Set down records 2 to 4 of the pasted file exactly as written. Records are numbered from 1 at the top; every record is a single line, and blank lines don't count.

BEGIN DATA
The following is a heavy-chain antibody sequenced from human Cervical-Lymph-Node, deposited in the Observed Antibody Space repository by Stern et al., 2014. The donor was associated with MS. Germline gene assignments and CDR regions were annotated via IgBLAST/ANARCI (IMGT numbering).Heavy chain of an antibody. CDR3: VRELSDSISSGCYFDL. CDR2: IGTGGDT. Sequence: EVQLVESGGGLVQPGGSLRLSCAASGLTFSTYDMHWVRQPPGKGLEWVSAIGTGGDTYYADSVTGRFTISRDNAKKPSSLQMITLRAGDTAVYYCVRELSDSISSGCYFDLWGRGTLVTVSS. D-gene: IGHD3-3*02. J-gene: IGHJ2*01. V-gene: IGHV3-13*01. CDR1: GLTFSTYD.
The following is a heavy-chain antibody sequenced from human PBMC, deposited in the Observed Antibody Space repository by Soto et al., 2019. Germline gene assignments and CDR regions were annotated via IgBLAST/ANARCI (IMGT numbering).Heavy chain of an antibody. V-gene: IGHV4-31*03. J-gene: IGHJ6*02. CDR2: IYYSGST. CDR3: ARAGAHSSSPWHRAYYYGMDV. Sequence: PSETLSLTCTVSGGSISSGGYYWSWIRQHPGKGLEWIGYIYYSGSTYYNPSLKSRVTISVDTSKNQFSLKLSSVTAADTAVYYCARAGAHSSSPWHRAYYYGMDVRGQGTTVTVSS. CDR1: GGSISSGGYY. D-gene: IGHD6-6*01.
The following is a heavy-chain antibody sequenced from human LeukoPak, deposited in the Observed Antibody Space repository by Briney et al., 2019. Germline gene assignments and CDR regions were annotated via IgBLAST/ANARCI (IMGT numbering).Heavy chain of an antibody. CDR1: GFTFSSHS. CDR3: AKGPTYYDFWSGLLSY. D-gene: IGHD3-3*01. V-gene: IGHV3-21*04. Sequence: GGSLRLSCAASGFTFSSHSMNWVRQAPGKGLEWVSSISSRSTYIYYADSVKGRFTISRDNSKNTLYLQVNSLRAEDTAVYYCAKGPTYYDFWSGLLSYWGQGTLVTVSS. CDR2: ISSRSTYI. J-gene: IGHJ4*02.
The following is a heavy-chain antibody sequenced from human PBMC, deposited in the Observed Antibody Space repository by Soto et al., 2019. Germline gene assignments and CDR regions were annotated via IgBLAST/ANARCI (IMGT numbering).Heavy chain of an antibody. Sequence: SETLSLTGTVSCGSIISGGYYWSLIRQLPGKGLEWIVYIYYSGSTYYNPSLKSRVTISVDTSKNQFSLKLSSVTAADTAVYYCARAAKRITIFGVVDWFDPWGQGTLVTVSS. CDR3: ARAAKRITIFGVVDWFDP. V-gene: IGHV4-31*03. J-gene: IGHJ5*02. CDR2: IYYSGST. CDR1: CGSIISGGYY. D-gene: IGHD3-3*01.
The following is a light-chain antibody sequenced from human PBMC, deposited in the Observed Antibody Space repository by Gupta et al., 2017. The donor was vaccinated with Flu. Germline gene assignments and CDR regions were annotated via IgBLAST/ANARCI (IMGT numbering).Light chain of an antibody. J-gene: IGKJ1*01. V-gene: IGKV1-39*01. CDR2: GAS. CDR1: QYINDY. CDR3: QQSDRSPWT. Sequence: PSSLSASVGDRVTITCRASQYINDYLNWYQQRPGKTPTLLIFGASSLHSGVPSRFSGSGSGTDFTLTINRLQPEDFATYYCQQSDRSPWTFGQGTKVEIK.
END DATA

The following is a heavy-chain antibody sequenced from human PBMC, deposited in the Observed Antibody Space repository by Soto et al., 2019. Germline gene assignments and CDR regions were annotated via IgBLAST/ANARCI (IMGT numbering).Heavy chain of an antibody. V-gene: IGHV4-31*03. J-gene: IGHJ6*02. CDR2: IYYSGST. CDR3: ARAGAHSSSPWHRAYYYGMDV. Sequence: PSETLSLTCTVSGGSISSGGYYWSWIRQHPGKGLEWIGYIYYSGSTYYNPSLKSRVTISVDTSKNQFSLKLSSVTAADTAVYYCARAGAHSSSPWHRAYYYGMDVRGQGTTVTVSS. CDR1: GGSISSGGYY. D-gene: IGHD6-6*01.
The following is a heavy-chain antibody sequenced from human LeukoPak, deposited in the Observed Antibody Space repository by Briney et al., 2019. Germline gene assignments and CDR regions were annotated via IgBLAST/ANARCI (IMGT numbering).Heavy chain of an antibody. CDR1: GFTFSSHS. CDR3: AKGPTYYDFWSGLLSY. D-gene: IGHD3-3*01. V-gene: IGHV3-21*04. Sequence: GGSLRLSCAASGFTFSSHSMNWVRQAPGKGLEWVSSISSRSTYIYYADSVKGRFTISRDNSKNTLYLQVNSLRAEDTAVYYCAKGPTYYDFWSGLLSYWGQGTLVTVSS. CDR2: ISSRSTYI. J-gene: IGHJ4*02.
The following is a heavy-chain antibody sequenced from human PBMC, deposited in the Observed Antibody Space repository by Soto et al., 2019. Germline gene assignments and CDR regions were annotated via IgBLAST/ANARCI (IMGT numbering).Heavy chain of an antibody. Sequence: SETLSLTGTVSCGSIISGGYYWSLIRQLPGKGLEWIVYIYYSGSTYYNPSLKSRVTISVDTSKNQFSLKLSSVTAADTAVYYCARAAKRITIFGVVDWFDPWGQGTLVTVSS. CDR3: ARAAKRITIFGVVDWFDP. V-gene: IGHV4-31*03. J-gene: IGHJ5*02. CDR2: IYYSGST. CDR1: CGSIISGGYY. D-gene: IGHD3-3*01.